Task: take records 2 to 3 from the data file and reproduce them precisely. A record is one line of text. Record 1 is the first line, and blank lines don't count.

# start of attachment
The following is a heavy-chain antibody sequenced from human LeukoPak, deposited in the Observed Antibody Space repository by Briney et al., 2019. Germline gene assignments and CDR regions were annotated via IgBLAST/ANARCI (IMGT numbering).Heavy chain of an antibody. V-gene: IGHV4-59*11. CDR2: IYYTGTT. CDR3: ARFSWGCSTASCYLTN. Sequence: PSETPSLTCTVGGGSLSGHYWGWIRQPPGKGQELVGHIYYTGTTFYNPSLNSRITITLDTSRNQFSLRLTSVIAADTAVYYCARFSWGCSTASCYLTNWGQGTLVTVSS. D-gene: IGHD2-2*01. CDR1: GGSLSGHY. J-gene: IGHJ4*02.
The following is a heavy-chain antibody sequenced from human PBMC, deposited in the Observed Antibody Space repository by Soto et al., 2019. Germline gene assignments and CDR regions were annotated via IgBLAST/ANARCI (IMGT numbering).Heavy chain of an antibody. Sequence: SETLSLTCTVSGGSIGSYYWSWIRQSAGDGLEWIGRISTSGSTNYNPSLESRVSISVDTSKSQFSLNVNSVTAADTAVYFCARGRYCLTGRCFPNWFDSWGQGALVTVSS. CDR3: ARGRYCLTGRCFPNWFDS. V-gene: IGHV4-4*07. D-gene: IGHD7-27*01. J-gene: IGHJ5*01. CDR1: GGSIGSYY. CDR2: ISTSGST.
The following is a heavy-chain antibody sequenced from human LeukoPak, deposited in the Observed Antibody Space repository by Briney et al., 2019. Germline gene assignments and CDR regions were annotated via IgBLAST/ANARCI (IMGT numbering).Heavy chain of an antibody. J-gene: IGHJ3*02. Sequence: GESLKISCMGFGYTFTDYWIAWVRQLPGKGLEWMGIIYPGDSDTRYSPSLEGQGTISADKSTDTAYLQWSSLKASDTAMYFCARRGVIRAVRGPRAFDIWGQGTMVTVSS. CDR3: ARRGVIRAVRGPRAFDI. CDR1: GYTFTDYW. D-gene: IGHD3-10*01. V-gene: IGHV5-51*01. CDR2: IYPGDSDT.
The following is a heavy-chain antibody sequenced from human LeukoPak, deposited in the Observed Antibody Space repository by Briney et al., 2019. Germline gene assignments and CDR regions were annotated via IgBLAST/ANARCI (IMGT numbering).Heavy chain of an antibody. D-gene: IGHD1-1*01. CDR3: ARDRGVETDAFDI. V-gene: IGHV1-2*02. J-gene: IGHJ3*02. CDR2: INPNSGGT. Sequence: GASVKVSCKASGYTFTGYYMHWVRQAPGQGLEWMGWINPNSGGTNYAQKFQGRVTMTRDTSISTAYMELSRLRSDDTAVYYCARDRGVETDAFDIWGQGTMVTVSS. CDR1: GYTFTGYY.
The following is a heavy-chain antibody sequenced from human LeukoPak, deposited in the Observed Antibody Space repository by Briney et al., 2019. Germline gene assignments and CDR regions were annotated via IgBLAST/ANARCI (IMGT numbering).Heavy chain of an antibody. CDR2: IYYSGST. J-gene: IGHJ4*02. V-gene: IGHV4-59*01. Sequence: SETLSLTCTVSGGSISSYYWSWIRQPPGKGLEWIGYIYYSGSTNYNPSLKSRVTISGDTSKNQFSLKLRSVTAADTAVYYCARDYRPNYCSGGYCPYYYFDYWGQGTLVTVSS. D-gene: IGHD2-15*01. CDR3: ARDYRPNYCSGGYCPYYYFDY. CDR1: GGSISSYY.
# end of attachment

The following is a heavy-chain antibody sequenced from human PBMC, deposited in the Observed Antibody Space repository by Soto et al., 2019. Germline gene assignments and CDR regions were annotated via IgBLAST/ANARCI (IMGT numbering).Heavy chain of an antibody. Sequence: SETLSLTCTVSGGSIGSYYWSWIRQSAGDGLEWIGRISTSGSTNYNPSLESRVSISVDTSKSQFSLNVNSVTAADTAVYFCARGRYCLTGRCFPNWFDSWGQGALVTVSS. CDR3: ARGRYCLTGRCFPNWFDS. V-gene: IGHV4-4*07. D-gene: IGHD7-27*01. J-gene: IGHJ5*01. CDR1: GGSIGSYY. CDR2: ISTSGST.
The following is a heavy-chain antibody sequenced from human LeukoPak, deposited in the Observed Antibody Space repository by Briney et al., 2019. Germline gene assignments and CDR regions were annotated via IgBLAST/ANARCI (IMGT numbering).Heavy chain of an antibody. J-gene: IGHJ3*02. Sequence: GESLKISCMGFGYTFTDYWIAWVRQLPGKGLEWMGIIYPGDSDTRYSPSLEGQGTISADKSTDTAYLQWSSLKASDTAMYFCARRGVIRAVRGPRAFDIWGQGTMVTVSS. CDR3: ARRGVIRAVRGPRAFDI. CDR1: GYTFTDYW. D-gene: IGHD3-10*01. V-gene: IGHV5-51*01. CDR2: IYPGDSDT.